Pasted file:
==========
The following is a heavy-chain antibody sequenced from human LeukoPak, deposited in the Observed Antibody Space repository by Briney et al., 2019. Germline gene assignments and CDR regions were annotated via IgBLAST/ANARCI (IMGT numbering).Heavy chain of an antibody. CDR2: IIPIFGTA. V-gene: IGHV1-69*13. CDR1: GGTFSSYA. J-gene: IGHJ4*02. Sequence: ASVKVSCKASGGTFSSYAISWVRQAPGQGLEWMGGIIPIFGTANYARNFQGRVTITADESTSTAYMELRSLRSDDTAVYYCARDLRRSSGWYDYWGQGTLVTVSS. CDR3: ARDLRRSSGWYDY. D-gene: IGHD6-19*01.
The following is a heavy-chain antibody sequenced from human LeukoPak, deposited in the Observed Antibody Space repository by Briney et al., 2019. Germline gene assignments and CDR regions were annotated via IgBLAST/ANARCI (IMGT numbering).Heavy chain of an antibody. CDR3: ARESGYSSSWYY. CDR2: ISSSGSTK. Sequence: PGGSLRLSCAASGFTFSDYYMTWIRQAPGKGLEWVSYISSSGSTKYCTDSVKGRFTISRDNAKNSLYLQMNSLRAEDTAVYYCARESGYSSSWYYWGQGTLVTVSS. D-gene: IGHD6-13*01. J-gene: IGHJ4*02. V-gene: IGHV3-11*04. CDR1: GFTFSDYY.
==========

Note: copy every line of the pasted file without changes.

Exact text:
The following is a heavy-chain antibody sequenced from human LeukoPak, deposited in the Observed Antibody Space repository by Briney et al., 2019. Germline gene assignments and CDR regions were annotated via IgBLAST/ANARCI (IMGT numbering).Heavy chain of an antibody. CDR2: IIPIFGTA. V-gene: IGHV1-69*13. CDR1: GGTFSSYA. J-gene: IGHJ4*02. Sequence: ASVKVSCKASGGTFSSYAISWVRQAPGQGLEWMGGIIPIFGTANYARNFQGRVTITADESTSTAYMELRSLRSDDTAVYYCARDLRRSSGWYDYWGQGTLVTVSS. CDR3: ARDLRRSSGWYDY. D-gene: IGHD6-19*01.
The following is a heavy-chain antibody sequenced from human LeukoPak, deposited in the Observed Antibody Space repository by Briney et al., 2019. Germline gene assignments and CDR regions were annotated via IgBLAST/ANARCI (IMGT numbering).Heavy chain of an antibody. CDR3: ARESGYSSSWYY. CDR2: ISSSGSTK. Sequence: PGGSLRLSCAASGFTFSDYYMTWIRQAPGKGLEWVSYISSSGSTKYCTDSVKGRFTISRDNAKNSLYLQMNSLRAEDTAVYYCARESGYSSSWYYWGQGTLVTVSS. D-gene: IGHD6-13*01. J-gene: IGHJ4*02. V-gene: IGHV3-11*04. CDR1: GFTFSDYY.